| Conclusion|| |
This study has shown that obesity and overweight are common in Nigeria; being higher in urban compared with rural population. High BMI is more prevalent among females and middle-aged persons in both settings. The odds of having high BMI are highest among urban dwellers with the lower level of education compared with rural dwellers.
Financial support and sponsorship
Conflicts of interest
There are no conflicts of interest.
| References|| |
Stevens GA, Singh GM, Lu Y, Danaei G, Lin JK, Finucane MM, et al.
National, regional, and global trends in adult overweight and obesity prevalences. Popul Health Metr 2012;10:22.
Flegal KM, Kit BK, Orpana H, Graubard BI. Association of all-cause mortality with overweight and obesity using standard body mass index categories: A systematic review and meta-analysis. JAMA 2013;309:71-82.
Kramer CK, Zinman B, Retnakaran R. Are metabolically healthy overweight and obesity benign conditions? A systematic review and meta-analysis. Ann Intern Med 2013;159:758-69.
Hossain P, Kawar B, El Nahas M. Obesity and diabetes in the developing world – a growing challenge. N Engl J Med 2007;356:213-5.
Popkin BM. Global nutrition dynamics: The world is shifting rapidly toward a diet linked with noncommunicable diseases. Am J Clin Nutr 2006;84:289-98.
Misra A, Sharma R, Pandey RM, Khanna N. Adverse profile of dietary nutrients, anthropometry and lipids in urban slum dwellers of Northern India. Eur J Clin Nutr 2001;55:727-34.
Bakari AG, Onyemelukwe GC. Indices of obesity among type-2 diabetic Hausa-Fulani Nigerians. Int J Diabetes Metab 2005;13:28-9.
Anyanwu GE, Ekezie J, Danborno B, Ugochukwu AI. Body size and adiposity indicators and their relationship with blood pressure levels in Ibos of Nigeria. Niger J Med 2011;20:44-51.
Iloh G, Amadi AN, Nwankwo BO, Ugwu VC. Obesity in adult Nigerians: A study of its pattern and common primary co-morbidities in a rural Mission General Hospital in Imo State, South-Eastern Nigeria. Niger J Clin Pract 2011;14:212-8.
] [Full text]
Amira CO, Sokunbi DO, Dolapo D, Sokunbi A. Prevalence of obesity, overweight and proteinuria in an urban community in South West Nigeria. Niger Med J 2011;52:110-3. [Full text]
Chukwuonye II, Chuku A, John C, Ohagwu KA, Imoh ME, Isa SE, et al.
Prevalence of overweight and obesity in adult Nigerians – A systematic review. Diabetes Metab Syndr Obes 2013;6:43-7.
Kaufman JS, Owoaje EE, James SA, Rotimi CN, Cooper RS. Determinants of hypertension in West Africa: Contribution of anthropometric and dietary factors to urban-rural and socioeconomic gradients. Am J Epidemiol 1996;143:1203-18.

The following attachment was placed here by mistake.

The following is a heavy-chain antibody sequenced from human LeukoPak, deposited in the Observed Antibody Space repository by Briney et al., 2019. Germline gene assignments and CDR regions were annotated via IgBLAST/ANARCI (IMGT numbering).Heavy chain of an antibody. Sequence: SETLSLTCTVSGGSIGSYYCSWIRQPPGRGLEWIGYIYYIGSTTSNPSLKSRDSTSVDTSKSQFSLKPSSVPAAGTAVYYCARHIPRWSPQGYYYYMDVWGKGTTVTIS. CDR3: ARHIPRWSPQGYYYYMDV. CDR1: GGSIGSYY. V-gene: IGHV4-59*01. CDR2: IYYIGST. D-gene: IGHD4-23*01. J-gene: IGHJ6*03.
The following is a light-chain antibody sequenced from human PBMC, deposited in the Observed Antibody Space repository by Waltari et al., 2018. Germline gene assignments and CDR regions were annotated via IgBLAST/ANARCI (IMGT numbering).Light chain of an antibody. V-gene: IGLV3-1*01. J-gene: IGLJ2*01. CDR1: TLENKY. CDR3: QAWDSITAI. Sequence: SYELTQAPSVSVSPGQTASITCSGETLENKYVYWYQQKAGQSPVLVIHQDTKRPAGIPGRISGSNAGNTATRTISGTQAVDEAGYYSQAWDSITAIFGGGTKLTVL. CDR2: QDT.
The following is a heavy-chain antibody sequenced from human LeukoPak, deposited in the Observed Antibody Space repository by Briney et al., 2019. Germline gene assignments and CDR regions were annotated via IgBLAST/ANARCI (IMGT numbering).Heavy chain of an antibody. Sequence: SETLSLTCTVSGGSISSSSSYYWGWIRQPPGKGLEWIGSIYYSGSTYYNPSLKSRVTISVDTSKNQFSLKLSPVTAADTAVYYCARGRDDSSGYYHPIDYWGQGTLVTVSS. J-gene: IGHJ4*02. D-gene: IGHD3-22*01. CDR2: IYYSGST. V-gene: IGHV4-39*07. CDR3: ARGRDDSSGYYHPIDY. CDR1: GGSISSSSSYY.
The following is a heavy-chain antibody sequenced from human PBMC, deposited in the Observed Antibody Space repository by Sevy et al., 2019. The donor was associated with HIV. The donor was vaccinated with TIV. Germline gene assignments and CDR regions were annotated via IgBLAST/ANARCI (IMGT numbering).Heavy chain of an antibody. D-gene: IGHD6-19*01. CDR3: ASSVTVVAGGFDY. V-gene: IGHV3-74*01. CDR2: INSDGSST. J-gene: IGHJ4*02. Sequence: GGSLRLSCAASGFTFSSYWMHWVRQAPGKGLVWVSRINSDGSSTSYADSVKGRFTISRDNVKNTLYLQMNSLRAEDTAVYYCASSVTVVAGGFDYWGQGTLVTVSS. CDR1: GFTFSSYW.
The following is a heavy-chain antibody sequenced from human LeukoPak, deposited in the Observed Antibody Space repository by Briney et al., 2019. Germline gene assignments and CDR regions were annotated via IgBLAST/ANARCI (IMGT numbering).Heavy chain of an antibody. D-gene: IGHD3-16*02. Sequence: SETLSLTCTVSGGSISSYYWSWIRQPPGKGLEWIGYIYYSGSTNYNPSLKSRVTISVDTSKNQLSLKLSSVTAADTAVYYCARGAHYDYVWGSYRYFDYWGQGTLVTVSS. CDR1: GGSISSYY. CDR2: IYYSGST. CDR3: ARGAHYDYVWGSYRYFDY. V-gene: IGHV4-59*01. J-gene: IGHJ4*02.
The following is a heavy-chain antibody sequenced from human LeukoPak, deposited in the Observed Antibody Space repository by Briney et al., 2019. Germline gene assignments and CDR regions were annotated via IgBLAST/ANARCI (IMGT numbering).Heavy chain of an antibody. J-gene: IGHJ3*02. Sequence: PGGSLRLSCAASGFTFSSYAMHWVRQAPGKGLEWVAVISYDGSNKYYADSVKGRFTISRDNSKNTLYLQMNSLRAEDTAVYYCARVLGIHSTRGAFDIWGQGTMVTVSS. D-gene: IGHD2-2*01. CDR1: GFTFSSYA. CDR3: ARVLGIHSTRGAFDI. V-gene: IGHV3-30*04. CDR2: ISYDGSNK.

Sola AO, Steven AO, Kayode JA, Olayinka AO. Underweight, overweight and obesity in adults Nigerians living in rural and urban communities of Benue State. Ann Afr Med 2011;10:139-43.
] [Full text]
Adediran OS, Adebayo PB, Akintunde AA. Anthropometric differences among natives of Abuja living in urban and rural communities: Correlations with other cardiovascular risk factors. BMC Res Notes 2013;6:123.
Federal Republic of Nigeria Official Gazette. No. 24. Vol 94. 2007.
World Health Organization. Obesity: Preventing and managing the global epidemic. Report of the WHO Consultation on Obesity. Geneva: World Health Organization; 1998.
Adienbo OM, Hart VO, Oyeyemi WA. High prevalence of obesity among indigenous residents of a Nigerian ethnic group: The Kalabaris in the Niger Delta Region of South-South Nigeria. Greener J Med Sci 2012;2:152-6.
Adediran OS, Okpara IC, Adeniyi OS, Jimoh AK. Obesity prevalence and its associated factors in an urban and rural area of Abuja Nigeria. Glob Res J Med Med Sci 2012;1:237-41.
Desalu OO, Salami AK, Oluboyo PO, Olarinoye JK. Prevalence and socio-demographic determinants of obesity among adults in an urban Nigerian population. Sahel Med J 2008;11:61-4. [Full text]
Adedoyin RA, Mbada CE, Balogun MO, Adebayo RA, Martins T, Ismail S. Obesity prevalence in adult residents of Ile-Ife, Nigeria. Nig Q J Hosp Med 2009;19:100-5.
van der Sande MA, Ceesay SM, Milligan PJ, Nyan OA, Banya WA, Prentice A, et al
. Obesity and undernutrition and cardiovascular risk factors in rural and urban Gambian communities. Am J Public Health 2001;91:1641-4.
Ogden CL, Carroll MD, Kit BK, Flegal KM. Prevalence of obesity among adults: United States, 2011-2012. NCHS Data Brief 2013;131:1-8.
Devaux M, Sassi F, Church J, Cecchini M, Borgonovi F. Exploring the relationship between education and obesity. OECD J Econ Stud 2011;2011:1-40.
Ekezie J, Anyanwu EG, Danborno B, Anthony U. Impact of urbanization on obesity, anthropometric profile and blood pressure in the Igbos of Nigeria. N Am J Med Sci 2011;3:242-6.
Cutler DM, Lleras-Muney A. Education and Health: Evaluating Theories and Evidence, NBER Working Paper 12352; 2006. Available from: http://www.nber.org/papers/w12352
. [Last accessed on 2015 Nov 12].
Ogden CL, Lamb MM, Carroll MD, Flegal KM. Obesity and socioeconomic status in adults: United States, 2005-2008. NCHS Data Brief 2010;50:1-8.
Ekpenyong CE, Akpan EE. Urbanization drift and obesity epidemic in Sub-Saharan Africa: A review of the situation in Nigeria. EJSD 2013;2:141-64.
[Table 1], [Table 2]